TechOps Pre-launch Checklist for Web Apps

As my startup gears up for our first paid marketing campaign, I’ve been giving some thought to the necessary preparations a developer should go through before driving some traffic to a web app.

In general, the goal isn’t to prevent every possible problem. In addition to being impossible, any attempts to do so would almost certainly involve premature engineering. Instead, my goal is to be adequately prepared for unforeseeable problems. The important thing is to ensure I’ll be notified when a problems occur and that I’ll have enough information to investigate and fix said problems.

We’re hosted on AWS, so this list assumes you’re running in a similar environment. Managed platforms like Heroku take care of much of this for you.

In no particular order, the following should be completed before aggressively promoting a new web app:

Prepare for disaster

  • Setup fully automated, zero-downtime deployments: Once people are using your site, you can’t bring down the server to make changes. If you haven’t already set up a smooth deployment process, this should be your first priority.
  • Automatically collect database backups and store in S3: hourly x 48, daily x 14, weekly x 8, and monthly x forever.
  • Restore the database from these backups to a developer’s machine at least once.
  • Ship your log files to a hosted retention service (Splunk, Loggly, Papertrail). Or prepare your own scripts to copy files to S3.
  • Setup application performance monitoring and alerting (New Relic). If your site gets a sudden traffic spike, this should notify you that you’ve exceeded your capacity.
  • Server monitoring (New Relic): If your server is running out of hard drive space or if an errant process is consuming all the CPU/RAM, you’ll want to get an email before the site goes down.
  • Uptime alerting/monitoring (New Relic and Pingdom): If the site does go down, you’ll obviously want to know about it. New Relic does this via email, but Pingdom’s mobile app is free and excellent.
  • Error alerting (Airbrake, Exceptional): Again, if something goes wrong, you want to find out about it.
  • If your application doesn’t require a high level of user privacy, then you should be able to log into your site as a given user. Odd problems will pop up that only affect one user. It’s a lot easier to investigate when you can see exactly what that user is seeing.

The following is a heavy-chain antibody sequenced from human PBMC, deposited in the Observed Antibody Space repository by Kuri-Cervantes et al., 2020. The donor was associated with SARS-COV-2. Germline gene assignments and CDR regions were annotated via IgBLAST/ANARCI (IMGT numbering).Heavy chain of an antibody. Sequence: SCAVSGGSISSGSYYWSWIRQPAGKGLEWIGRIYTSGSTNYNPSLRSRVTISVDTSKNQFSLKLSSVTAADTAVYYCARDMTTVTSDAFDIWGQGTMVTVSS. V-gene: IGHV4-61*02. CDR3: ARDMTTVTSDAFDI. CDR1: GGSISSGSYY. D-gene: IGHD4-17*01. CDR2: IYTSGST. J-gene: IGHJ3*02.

Basic security checks

  • Upgrade to the latest versions or install security patches for all the major components of your stack, including your framework (Rails/Django/etc.), web server (nginx, apache, etc.), and OS.
  • Install Fail2Ban on any publicly available servers.
  • Configure firewalls to restrict access to any server that don’t need to be publicly available (i.e. your database, message broker, etc.) and block all but the necessary ports.
  • Change any horrendously insecure passwords you may have. Many startups use absurd passwords like “password” or “test123” for their admin accounts when starting out. These should be changed as soon as possible.

Prep for scaling

  • Serve static assets from S3 or a CDN (CloudFlare, CloudFront)
  • Setup a caching layer (Memcached, Redis, Varish)
  • Point your DNS entry to a load balancer, not an individual server. ELB makes this easy. If you do take on a massive amount of traffic, you can always add more web servers to the load balancer.
  • You should have the ability to scale up to N web servers at any time (Chef).
  • If something odd happens on one of your servers, the two points above make the solution easy: just spin up a new web node, add it to the load balancer, and then remove the failing node. Don’t bother trying to fix or even diagnose one-off failures.